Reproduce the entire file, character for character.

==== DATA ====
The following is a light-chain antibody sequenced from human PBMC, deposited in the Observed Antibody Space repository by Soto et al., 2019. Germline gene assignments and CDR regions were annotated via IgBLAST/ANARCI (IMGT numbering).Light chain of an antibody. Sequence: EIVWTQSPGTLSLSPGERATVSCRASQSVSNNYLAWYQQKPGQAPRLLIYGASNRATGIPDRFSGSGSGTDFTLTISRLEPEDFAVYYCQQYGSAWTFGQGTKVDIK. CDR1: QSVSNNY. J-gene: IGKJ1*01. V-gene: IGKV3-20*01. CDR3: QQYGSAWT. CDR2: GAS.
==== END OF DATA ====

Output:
The following is a light-chain antibody sequenced from human PBMC, deposited in the Observed Antibody Space repository by Soto et al., 2019. Germline gene assignments and CDR regions were annotated via IgBLAST/ANARCI (IMGT numbering).Light chain of an antibody. Sequence: EIVWTQSPGTLSLSPGERATVSCRASQSVSNNYLAWYQQKPGQAPRLLIYGASNRATGIPDRFSGSGSGTDFTLTISRLEPEDFAVYYCQQYGSAWTFGQGTKVDIK. CDR1: QSVSNNY. J-gene: IGKJ1*01. V-gene: IGKV3-20*01. CDR3: QQYGSAWT. CDR2: GAS.